Metabolite Profiling and Cardiovascular Event Risk: A Prospective Study of Three Population-Based Cohorts | Journal Scan

Study Questions:

Using a serum nuclear magnetic resonance (NMR) metabolite profiling, what circulating biomarkers are predictive of cardiovascular risk during long-term follow-up?


This observational study examined metabolite associations with incident cardiovascular events. Biomarker discovery was conducted in the FINRISK study, a general population survey conducted to monitor the health of the Finnish population among persons aged 25-74 years at recruitment. For those who had serum samples collected in 1997 available, metabolic profiling by high-throughput NMR was measured in 2012. The main endpoint was the first incidence of a major cardiovascular event during follow-up. Metabolic biomarker candidates were replicated in two additional population-based cohorts; fasting serum samples from the Southall and Brent Revisited Study (SABRE) and the British Women’s Heart and Health Study (BWHHS) were profiled with the same NMR platform as employed in FINRISK.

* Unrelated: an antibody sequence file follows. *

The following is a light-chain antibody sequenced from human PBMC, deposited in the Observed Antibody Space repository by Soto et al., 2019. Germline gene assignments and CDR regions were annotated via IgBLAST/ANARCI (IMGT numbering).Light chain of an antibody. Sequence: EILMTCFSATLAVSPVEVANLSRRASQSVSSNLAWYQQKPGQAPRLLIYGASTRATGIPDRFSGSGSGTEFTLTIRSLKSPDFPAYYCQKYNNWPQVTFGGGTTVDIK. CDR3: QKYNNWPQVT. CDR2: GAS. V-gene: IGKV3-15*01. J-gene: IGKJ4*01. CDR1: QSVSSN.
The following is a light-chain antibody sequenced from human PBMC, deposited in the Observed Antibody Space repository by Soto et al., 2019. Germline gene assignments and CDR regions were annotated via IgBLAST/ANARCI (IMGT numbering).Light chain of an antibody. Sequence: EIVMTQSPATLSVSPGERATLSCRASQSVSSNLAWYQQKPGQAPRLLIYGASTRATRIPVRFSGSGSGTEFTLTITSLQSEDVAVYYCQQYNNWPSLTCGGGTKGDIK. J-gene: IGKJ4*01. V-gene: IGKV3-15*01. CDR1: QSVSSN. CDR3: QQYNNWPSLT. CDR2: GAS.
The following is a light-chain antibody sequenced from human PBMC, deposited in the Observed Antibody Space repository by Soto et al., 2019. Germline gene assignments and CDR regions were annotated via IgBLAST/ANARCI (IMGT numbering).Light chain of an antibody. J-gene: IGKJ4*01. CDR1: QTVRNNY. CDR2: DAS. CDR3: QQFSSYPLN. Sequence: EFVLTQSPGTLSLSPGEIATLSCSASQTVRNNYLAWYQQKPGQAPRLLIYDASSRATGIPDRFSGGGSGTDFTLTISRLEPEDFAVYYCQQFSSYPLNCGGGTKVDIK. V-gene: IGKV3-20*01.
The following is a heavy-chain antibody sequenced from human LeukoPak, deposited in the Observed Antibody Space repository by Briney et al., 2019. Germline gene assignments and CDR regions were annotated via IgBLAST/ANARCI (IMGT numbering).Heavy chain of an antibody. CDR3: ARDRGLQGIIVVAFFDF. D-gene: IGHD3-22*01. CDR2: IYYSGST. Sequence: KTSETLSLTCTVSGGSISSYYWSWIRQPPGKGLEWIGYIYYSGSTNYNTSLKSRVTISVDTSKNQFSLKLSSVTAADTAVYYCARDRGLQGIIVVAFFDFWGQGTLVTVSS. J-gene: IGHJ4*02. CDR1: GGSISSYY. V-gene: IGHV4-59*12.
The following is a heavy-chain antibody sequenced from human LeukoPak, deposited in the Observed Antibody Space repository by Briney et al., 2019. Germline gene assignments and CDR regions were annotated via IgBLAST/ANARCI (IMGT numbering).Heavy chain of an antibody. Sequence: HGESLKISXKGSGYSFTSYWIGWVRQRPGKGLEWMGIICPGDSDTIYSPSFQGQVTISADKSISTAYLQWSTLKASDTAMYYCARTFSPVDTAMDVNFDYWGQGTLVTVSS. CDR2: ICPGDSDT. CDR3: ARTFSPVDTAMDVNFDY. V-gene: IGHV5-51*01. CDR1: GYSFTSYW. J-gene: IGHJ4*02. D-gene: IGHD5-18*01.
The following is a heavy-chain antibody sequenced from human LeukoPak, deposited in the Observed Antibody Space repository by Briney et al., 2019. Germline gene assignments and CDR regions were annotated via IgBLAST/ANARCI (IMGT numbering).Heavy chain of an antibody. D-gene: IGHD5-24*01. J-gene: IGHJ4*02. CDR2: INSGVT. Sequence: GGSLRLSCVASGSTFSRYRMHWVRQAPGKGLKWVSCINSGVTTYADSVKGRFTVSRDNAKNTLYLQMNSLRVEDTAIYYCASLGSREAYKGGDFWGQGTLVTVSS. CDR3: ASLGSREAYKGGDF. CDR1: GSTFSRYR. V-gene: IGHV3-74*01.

The discovery cohort from the FINRISK study included 7,256 individuals. From analysis of 68 lipids and metabolites, 33 measures were associated with incident cardiovascular events in analyses adjusted for age, sex, blood pressure, smoking, diabetes, and medication (at p < 0.0007). After adjustment for lipid measures, four metabolites were predictive of future cardiovascular events. Higher phenylalanine and monounsaturated fatty acid (MUFA)% levels were associated with increased cardiovascular risk; whereas higher concentrations of omega-6 fatty acids, total concentration of polyunsaturated fat, and docosahexaenoic acid (DHA) were associated with lower risk.


The authors concluded that in large prospective cohorts, phenylalanine and monounsaturated fats were predictive of cardiovascular risk.


This is an important, thoughtfully conducted analysis of data from three large prospective cohorts. As the authors indicate, the blood levels of MUFA and phenylalanine have not been previously associated with risk for incident cardiovascular disease. Although much study will be necessary to understand the biological pathways through which these metabolites are associated with cardiovascular risk and to establish the clinical value of these biomarkers, the authors do draw attention to the benefits of metabolic profiling for biomarker discovery.

Clinical Topics: Dyslipidemia, Lipid Metabolism, Nonstatins, Statins

Keywords: Biological Markers, Cardiovascular Diseases, Docosahexaenoic Acids, Fatty Acids, Monounsaturated, Fatty Acids, Omega-6, Phenylalanine, Lipids, Magnetic Resonance Spectroscopy, Prospective Studies, Risk

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